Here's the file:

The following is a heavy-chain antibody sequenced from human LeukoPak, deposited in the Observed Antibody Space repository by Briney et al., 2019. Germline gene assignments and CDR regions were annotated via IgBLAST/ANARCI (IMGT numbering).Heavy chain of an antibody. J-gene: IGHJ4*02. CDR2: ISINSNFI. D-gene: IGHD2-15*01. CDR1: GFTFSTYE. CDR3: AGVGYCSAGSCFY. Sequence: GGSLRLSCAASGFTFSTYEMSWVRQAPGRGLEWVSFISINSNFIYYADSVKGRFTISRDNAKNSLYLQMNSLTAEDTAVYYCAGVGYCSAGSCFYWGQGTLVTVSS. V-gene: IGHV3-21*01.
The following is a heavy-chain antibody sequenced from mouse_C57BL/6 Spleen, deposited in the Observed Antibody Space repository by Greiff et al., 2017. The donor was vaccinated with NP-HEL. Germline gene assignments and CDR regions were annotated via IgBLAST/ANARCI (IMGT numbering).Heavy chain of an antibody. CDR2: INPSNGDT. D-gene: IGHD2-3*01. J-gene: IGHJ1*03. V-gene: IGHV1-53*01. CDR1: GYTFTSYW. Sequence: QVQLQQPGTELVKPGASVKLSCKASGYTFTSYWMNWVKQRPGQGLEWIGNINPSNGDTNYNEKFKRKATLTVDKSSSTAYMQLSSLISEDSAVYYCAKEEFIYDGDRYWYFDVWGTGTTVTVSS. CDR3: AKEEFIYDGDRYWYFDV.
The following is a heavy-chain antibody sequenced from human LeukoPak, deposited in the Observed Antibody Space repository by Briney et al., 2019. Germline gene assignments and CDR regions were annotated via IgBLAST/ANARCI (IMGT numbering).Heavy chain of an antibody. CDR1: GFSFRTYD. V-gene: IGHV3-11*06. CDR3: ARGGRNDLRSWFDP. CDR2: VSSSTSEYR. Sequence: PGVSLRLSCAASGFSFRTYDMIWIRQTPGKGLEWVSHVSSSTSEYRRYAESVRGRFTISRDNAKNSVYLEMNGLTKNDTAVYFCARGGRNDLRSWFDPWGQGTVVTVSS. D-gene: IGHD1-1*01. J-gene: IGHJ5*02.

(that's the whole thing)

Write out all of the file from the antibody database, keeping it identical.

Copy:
The following is a heavy-chain antibody sequenced from human LeukoPak, deposited in the Observed Antibody Space repository by Briney et al., 2019. Germline gene assignments and CDR regions were annotated via IgBLAST/ANARCI (IMGT numbering).Heavy chain of an antibody. J-gene: IGHJ4*02. CDR2: ISINSNFI. D-gene: IGHD2-15*01. CDR1: GFTFSTYE. CDR3: AGVGYCSAGSCFY. Sequence: GGSLRLSCAASGFTFSTYEMSWVRQAPGRGLEWVSFISINSNFIYYADSVKGRFTISRDNAKNSLYLQMNSLTAEDTAVYYCAGVGYCSAGSCFYWGQGTLVTVSS. V-gene: IGHV3-21*01.
The following is a heavy-chain antibody sequenced from mouse_C57BL/6 Spleen, deposited in the Observed Antibody Space repository by Greiff et al., 2017. The donor was vaccinated with NP-HEL. Germline gene assignments and CDR regions were annotated via IgBLAST/ANARCI (IMGT numbering).Heavy chain of an antibody. CDR2: INPSNGDT. D-gene: IGHD2-3*01. J-gene: IGHJ1*03. V-gene: IGHV1-53*01. CDR1: GYTFTSYW. Sequence: QVQLQQPGTELVKPGASVKLSCKASGYTFTSYWMNWVKQRPGQGLEWIGNINPSNGDTNYNEKFKRKATLTVDKSSSTAYMQLSSLISEDSAVYYCAKEEFIYDGDRYWYFDVWGTGTTVTVSS. CDR3: AKEEFIYDGDRYWYFDV.
The following is a heavy-chain antibody sequenced from human LeukoPak, deposited in the Observed Antibody Space repository by Briney et al., 2019. Germline gene assignments and CDR regions were annotated via IgBLAST/ANARCI (IMGT numbering).Heavy chain of an antibody. CDR1: GFSFRTYD. V-gene: IGHV3-11*06. CDR3: ARGGRNDLRSWFDP. CDR2: VSSSTSEYR. Sequence: PGVSLRLSCAASGFSFRTYDMIWIRQTPGKGLEWVSHVSSSTSEYRRYAESVRGRFTISRDNAKNSVYLEMNGLTKNDTAVYFCARGGRNDLRSWFDPWGQGTVVTVSS. D-gene: IGHD1-1*01. J-gene: IGHJ5*02.